Family Co-Viewing Up, Linear May Be Benefitting From Parents' Content Concerns

Family co-viewing time has increased in the past few years, according to a study of 5,000 families and 20,147 family members across 10 countries.

In this new, 2023 study, Kids Industries (KI), a UK-based marketing agency specializing in the family market, found 73% of parents reporting that they co-view TV with their kids at least half of the time. In the agency’s 2019 global study, 74% of parents reported co-viewing “at least once per month.”

The new survey also finds that linear TV is far from irrelevant for families, with 53% of children watching live linear at least once per week, compared to 55% watching streamed content at least once per week.  

Both findings reflect parents’ increased concern about kids’ media consumption as a result of kids’ access to connected devices and the overwhelming amounts of available content.

According to this survey, the average global family now has 6.1 connected devices, the average child has 3.1 devices, and the average number of TV subscriptions is 5.1. In the UK, KI counted more than 42,800 titles to choose from across Prime Video, Netflix, Now TV and Disney+.

Children are most likely to discover new streamed content from YouTube (57%), but other influential media platforms include recommendations from friends and family (51%), ads on video-on-demand/streaming platforms (37%), and live TV advertising (32%).  

Half (50%) of kids discover new brands and products via YouTube, 46% via friends and family recommendations, and 30% through live/broadcast TV advertising.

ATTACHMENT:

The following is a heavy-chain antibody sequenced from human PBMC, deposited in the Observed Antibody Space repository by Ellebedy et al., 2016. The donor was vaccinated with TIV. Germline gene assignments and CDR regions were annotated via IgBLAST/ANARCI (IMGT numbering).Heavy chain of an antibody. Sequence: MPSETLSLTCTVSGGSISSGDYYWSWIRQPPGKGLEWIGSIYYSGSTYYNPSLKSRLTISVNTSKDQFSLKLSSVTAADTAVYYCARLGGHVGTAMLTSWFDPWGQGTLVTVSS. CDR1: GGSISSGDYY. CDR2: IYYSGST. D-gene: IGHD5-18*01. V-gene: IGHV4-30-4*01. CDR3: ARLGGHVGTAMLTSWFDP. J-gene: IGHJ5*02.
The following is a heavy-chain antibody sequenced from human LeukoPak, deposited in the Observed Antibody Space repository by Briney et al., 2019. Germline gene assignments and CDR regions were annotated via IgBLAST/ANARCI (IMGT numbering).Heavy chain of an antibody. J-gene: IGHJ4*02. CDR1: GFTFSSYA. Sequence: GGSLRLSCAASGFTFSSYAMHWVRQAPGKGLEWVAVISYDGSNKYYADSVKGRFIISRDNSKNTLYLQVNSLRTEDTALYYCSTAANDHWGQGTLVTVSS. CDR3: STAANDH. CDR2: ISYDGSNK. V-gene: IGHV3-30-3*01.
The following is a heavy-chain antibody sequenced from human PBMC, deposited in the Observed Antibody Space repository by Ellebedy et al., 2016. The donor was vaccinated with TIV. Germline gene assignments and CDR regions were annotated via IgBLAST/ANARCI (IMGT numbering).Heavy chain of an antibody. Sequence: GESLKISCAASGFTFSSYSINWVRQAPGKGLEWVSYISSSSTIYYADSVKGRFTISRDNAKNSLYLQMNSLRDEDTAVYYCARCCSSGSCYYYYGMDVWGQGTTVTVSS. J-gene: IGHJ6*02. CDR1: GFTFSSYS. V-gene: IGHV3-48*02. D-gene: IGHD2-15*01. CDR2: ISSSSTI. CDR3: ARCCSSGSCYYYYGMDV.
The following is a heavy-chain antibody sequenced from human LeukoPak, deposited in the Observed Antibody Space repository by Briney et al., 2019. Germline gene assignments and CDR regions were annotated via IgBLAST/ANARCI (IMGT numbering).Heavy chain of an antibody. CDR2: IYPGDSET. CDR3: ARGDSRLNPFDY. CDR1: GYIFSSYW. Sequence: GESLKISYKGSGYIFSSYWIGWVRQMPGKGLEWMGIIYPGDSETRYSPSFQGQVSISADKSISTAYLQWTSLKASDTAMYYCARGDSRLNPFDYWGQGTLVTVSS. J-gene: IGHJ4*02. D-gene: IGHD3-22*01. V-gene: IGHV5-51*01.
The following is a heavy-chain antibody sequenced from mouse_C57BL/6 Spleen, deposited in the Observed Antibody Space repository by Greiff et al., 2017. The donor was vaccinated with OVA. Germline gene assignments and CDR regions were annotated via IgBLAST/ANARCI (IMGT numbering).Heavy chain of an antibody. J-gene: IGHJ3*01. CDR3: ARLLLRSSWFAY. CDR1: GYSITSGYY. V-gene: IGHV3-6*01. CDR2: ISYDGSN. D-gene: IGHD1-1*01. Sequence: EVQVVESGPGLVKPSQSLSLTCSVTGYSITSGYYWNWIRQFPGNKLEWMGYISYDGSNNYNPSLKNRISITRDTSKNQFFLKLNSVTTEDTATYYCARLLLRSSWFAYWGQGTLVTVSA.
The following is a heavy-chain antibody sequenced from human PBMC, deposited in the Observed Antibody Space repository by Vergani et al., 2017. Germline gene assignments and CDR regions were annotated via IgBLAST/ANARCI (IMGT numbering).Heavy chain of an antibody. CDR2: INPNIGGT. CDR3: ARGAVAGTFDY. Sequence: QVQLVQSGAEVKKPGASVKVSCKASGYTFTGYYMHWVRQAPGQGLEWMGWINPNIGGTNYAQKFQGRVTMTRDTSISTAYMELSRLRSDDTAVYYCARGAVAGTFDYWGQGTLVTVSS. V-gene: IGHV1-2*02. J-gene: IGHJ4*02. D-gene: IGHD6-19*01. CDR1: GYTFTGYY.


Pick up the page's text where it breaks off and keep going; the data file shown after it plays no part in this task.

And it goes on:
Increasingly, parents’ growing concerns are influencing the way that children’s media are delivered and consumed, according to KI.

“Both linear and streamed content have something to offer children,” says KI co-founder and CEO Gary Pope. “But, in my opinion, linear is gaining momentum because of trust. It offers a viewership moment… making an ‘event’ something to look forward to, something to anticipate.” When a program becomes a special moment for families, it helps the content franchise to flourish, he says.

Content that connects with families builds supportive fanbases — communities who “will invest in merchandise, experiences and more,” he adds.

Parents want content that they can trust, with 32% saying that “negative media the child is exposed to” is the biggest challenge they face.

Parents’ top five priorities from media content are: positive role models for children (52%), the opportunity to watch/play together and have fun (47%), "soft" education/problem solving (42%), story lines explaining real-world issues (38%) and focus on imagination and fantasy (38%).

But the fragmented, hugely competitive content environment has made it more difficult than ever for both media and product brands to form the connections with kids and families that are crucial for success, says Pope.

“In a time where our research shows that 89% of three-to-five-year-olds can navigate a smartphone, but only 14% can tie their shoelaces, we can see how models are shifting right before our eyes,” he comments. “Brands that aren’t building fans in significant numbers connected to the stories they tell should be concerned.”

“It’s clear that for children, content consumption has become the main free-time activity, ahead of any type of active play,” he adds. “We’re not going to be able to change this, so we need to, and we have a responsibility to, make sure that the content we create for these audiences is as nutritious as it is possible to be.”

Producers need to focus on developing content that “can be shared between generations through storytelling and humor, building a lifestyle brand universe — not just entertainment — and making emotional connections as the virtual and real-world crossover via shared experiences,” he concludes.

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